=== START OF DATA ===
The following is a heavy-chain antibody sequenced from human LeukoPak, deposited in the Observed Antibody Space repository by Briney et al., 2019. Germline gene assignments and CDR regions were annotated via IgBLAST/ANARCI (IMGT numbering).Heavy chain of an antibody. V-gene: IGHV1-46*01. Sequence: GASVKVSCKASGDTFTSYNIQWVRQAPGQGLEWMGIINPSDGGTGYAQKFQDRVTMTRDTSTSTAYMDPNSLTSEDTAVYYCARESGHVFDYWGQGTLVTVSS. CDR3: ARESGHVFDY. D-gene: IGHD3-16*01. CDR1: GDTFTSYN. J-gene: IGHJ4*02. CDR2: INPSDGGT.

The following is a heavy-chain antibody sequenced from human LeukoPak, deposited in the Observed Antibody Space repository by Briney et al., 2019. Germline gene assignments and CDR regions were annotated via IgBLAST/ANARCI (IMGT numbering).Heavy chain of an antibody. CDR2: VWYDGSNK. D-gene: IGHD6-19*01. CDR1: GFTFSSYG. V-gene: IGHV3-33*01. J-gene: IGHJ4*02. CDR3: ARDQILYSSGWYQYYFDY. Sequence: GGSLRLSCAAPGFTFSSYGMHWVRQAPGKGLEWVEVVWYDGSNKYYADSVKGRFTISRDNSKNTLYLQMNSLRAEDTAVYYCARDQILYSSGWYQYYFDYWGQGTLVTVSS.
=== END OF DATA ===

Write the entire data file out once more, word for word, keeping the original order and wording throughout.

The following is a heavy-chain antibody sequenced from human LeukoPak, deposited in the Observed Antibody Space repository by Briney et al., 2019. Germline gene assignments and CDR regions were annotated via IgBLAST/ANARCI (IMGT numbering).Heavy chain of an antibody. V-gene: IGHV1-46*01. Sequence: GASVKVSCKASGDTFTSYNIQWVRQAPGQGLEWMGIINPSDGGTGYAQKFQDRVTMTRDTSTSTAYMDPNSLTSEDTAVYYCARESGHVFDYWGQGTLVTVSS. CDR3: ARESGHVFDY. D-gene: IGHD3-16*01. CDR1: GDTFTSYN. J-gene: IGHJ4*02. CDR2: INPSDGGT.

The following is a heavy-chain antibody sequenced from human LeukoPak, deposited in the Observed Antibody Space repository by Briney et al., 2019. Germline gene assignments and CDR regions were annotated via IgBLAST/ANARCI (IMGT numbering).Heavy chain of an antibody. CDR2: VWYDGSNK. D-gene: IGHD6-19*01. CDR1: GFTFSSYG. V-gene: IGHV3-33*01. J-gene: IGHJ4*02. CDR3: ARDQILYSSGWYQYYFDY. Sequence: GGSLRLSCAAPGFTFSSYGMHWVRQAPGKGLEWVEVVWYDGSNKYYADSVKGRFTISRDNSKNTLYLQMNSLRAEDTAVYYCARDQILYSSGWYQYYFDYWGQGTLVTVSS.